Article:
- Safeguarding Data & Privacy: Many privacy advocates are justifiably concerned about how video surveillance systems capture and store data of innocent bystanders. At AnyVision, we don’t capture photographic images of people. The watchlists that comprise the reference data for our facial recognition algorithms are created and uploaded by our commercial customers – that is, they are created from scratch and specific to the security needs of that organization. The data that we capture is rendered using mathematical vectors that act as secure cryptography, preventing identity hacking even if data is stolen.
AnyVision goes a step further in safeguarding the privacy of non-watchlist individuals. We offer our customers the ability to activate “GDPR-mode” which effectively blurs all faces of people not explicitly listed on an organization’s watchlist. When this feature is activated, only individuals identified on the watchlist are visible — all other people in the camera’s field of view are blurred. Privacy Mode goes even further as it discards all detections of non-enrolled individuals. This means that police agencies cannot capture any metadata from non-watchlist detections which further protects the identities of bystanders. These advanced privacy features are designed to help organizations capture and collect data on individuals that is strictly necessary for the purposes of video surveillance (i.e., data minimization).
- Lack of Operational Due Diligence: Police admit that facial recognition technology has been instrumental in helping crack some tough cases, but in the last year, there have also been claims of wrongful arrests. In many of these cases, the wrongful arrests were the result of a poor investigative process vs. shortcomings of the facial recognition software. Facial recognition is more than just the technology — it’s about having specific rules that helps the software understand how to process potential face-based matches. These rules must operate within established boundaries that protect an individual’s privacy and conform to compliance law.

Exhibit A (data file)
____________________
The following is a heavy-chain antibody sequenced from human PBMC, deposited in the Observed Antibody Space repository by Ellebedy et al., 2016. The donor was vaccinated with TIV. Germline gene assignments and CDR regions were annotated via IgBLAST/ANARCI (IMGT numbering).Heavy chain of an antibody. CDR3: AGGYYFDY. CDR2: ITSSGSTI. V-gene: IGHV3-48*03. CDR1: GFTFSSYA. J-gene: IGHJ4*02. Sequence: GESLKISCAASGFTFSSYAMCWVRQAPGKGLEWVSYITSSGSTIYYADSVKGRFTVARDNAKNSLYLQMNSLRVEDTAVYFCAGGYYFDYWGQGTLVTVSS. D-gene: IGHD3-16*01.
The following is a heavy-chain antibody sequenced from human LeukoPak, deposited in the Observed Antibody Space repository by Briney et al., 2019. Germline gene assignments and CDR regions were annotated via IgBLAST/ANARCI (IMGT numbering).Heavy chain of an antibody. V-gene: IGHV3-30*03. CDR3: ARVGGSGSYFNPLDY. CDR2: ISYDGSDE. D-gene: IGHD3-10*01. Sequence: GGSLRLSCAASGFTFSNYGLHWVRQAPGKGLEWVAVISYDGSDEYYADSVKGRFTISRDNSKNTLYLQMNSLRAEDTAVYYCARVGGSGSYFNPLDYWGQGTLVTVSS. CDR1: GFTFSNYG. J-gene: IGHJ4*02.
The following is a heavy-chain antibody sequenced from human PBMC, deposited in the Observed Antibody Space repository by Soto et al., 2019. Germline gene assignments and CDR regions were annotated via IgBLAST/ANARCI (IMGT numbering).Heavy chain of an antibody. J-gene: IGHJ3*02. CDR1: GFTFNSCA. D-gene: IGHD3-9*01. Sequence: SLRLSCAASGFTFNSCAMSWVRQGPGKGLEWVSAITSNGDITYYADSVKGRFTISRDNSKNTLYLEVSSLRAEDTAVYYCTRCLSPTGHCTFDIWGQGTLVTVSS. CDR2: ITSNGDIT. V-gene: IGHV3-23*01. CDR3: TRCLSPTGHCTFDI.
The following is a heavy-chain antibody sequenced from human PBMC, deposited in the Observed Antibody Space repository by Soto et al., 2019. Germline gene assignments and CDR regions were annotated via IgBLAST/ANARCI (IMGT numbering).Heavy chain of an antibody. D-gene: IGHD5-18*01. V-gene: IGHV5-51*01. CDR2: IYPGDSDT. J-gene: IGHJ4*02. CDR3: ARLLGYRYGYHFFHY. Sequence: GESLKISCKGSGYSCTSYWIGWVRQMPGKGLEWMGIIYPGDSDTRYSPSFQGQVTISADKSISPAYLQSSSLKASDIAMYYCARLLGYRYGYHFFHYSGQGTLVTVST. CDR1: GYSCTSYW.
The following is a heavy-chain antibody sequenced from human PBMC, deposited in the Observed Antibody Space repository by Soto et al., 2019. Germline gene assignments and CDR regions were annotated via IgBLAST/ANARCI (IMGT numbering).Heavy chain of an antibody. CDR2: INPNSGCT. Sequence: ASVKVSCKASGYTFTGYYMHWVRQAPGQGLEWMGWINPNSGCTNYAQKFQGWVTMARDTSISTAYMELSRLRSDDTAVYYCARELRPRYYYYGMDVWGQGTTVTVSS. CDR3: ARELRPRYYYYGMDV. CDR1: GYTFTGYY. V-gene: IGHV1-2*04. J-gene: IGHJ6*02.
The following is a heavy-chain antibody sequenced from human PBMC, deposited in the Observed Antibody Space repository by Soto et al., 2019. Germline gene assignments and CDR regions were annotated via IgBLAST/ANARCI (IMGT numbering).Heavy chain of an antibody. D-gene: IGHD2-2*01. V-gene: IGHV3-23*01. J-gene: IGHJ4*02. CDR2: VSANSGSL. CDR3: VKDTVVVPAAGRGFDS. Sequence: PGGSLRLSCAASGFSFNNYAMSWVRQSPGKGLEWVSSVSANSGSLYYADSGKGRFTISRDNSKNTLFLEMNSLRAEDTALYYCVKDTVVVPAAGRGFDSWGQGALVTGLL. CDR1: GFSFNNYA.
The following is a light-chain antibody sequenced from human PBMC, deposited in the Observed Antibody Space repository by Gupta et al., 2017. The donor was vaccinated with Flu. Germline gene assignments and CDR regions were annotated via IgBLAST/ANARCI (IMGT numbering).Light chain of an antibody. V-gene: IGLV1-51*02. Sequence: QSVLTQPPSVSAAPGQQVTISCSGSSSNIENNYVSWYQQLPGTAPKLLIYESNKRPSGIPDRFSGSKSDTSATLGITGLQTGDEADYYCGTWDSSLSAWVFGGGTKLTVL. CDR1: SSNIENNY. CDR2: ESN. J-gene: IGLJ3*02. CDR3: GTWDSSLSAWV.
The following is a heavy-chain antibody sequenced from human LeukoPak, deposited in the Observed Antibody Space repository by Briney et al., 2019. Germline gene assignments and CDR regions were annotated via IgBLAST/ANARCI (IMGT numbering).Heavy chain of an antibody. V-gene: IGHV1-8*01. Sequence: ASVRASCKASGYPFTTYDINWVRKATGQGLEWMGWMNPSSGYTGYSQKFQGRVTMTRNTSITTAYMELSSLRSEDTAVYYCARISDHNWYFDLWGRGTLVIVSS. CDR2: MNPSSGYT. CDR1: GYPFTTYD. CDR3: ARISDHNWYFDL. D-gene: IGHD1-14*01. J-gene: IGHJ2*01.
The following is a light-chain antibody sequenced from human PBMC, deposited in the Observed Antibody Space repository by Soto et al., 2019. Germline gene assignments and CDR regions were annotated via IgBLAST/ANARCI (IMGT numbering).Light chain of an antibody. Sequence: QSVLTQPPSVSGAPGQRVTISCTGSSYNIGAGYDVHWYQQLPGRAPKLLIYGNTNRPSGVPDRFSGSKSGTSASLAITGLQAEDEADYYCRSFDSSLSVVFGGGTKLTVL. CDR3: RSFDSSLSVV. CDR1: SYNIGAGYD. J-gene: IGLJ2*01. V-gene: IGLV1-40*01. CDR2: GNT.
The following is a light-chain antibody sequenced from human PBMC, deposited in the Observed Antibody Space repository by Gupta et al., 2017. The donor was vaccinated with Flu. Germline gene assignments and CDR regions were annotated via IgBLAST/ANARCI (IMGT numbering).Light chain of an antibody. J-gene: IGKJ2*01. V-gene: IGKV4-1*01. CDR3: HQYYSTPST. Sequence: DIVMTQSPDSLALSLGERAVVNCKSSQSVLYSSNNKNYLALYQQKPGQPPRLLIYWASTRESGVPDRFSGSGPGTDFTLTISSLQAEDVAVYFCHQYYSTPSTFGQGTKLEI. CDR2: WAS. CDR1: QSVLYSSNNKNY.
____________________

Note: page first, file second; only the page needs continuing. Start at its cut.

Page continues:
Facial recognition software is designed to identify a handful of likely suspects based on potential matches to a reference database. However, a potential match does not mean that the police department is absolved from performing a proper investigation. It’s critical that the police use the technology responsibly and determine whether any of the potential matches should be investigated further based on appropriate due diligence procedures and following established protocols. When police take shortcuts and wrongfully arrest innocent people based on a supposed match without the necessary due diligence, it reflects poorly on the underlying facial recognition technology. It’s imperative to highlight the importance of human review and investigation when applying this powerful technology.
“AnyVision is willing to share its industry insights and best practices from our vast research experience with leading global players, including name-brand retailers, global hospitality, financial services and law enforcement agencies,” said AnyVision’s CEO, Avi Golan. “If the regulations set forth by the Surveillance Camera Code of Practice are committed to the principles outlined above, then law enforcement agencies can strike the right balance between solving crime and protecting the privacy of innocent citizens.”